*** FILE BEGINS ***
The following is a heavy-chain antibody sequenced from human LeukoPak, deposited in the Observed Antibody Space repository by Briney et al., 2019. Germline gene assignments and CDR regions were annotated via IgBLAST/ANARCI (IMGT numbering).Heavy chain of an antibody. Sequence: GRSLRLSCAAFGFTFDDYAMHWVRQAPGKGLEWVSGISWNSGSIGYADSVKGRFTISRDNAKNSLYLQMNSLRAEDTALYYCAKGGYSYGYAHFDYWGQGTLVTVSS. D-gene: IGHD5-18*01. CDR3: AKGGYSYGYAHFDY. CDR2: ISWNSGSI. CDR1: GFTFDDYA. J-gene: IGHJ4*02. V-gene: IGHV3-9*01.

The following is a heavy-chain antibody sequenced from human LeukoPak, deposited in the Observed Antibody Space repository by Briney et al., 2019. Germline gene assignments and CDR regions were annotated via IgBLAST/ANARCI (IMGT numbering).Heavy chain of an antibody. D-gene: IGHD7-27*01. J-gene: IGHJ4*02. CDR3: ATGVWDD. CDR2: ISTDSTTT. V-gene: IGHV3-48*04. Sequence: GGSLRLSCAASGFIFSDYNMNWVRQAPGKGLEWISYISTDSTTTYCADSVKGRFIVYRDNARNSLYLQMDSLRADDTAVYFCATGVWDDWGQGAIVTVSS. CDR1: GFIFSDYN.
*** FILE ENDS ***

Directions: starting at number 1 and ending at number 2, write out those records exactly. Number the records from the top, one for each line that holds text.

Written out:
The following is a heavy-chain antibody sequenced from human LeukoPak, deposited in the Observed Antibody Space repository by Briney et al., 2019. Germline gene assignments and CDR regions were annotated via IgBLAST/ANARCI (IMGT numbering).Heavy chain of an antibody. Sequence: GRSLRLSCAAFGFTFDDYAMHWVRQAPGKGLEWVSGISWNSGSIGYADSVKGRFTISRDNAKNSLYLQMNSLRAEDTALYYCAKGGYSYGYAHFDYWGQGTLVTVSS. D-gene: IGHD5-18*01. CDR3: AKGGYSYGYAHFDY. CDR2: ISWNSGSI. CDR1: GFTFDDYA. J-gene: IGHJ4*02. V-gene: IGHV3-9*01.

The following is a heavy-chain antibody sequenced from human LeukoPak, deposited in the Observed Antibody Space repository by Briney et al., 2019. Germline gene assignments and CDR regions were annotated via IgBLAST/ANARCI (IMGT numbering).Heavy chain of an antibody. D-gene: IGHD7-27*01. J-gene: IGHJ4*02. CDR3: ATGVWDD. CDR2: ISTDSTTT. V-gene: IGHV3-48*04. Sequence: GGSLRLSCAASGFIFSDYNMNWVRQAPGKGLEWISYISTDSTTTYCADSVKGRFIVYRDNARNSLYLQMDSLRADDTAVYFCATGVWDDWGQGAIVTVSS. CDR1: GFIFSDYN.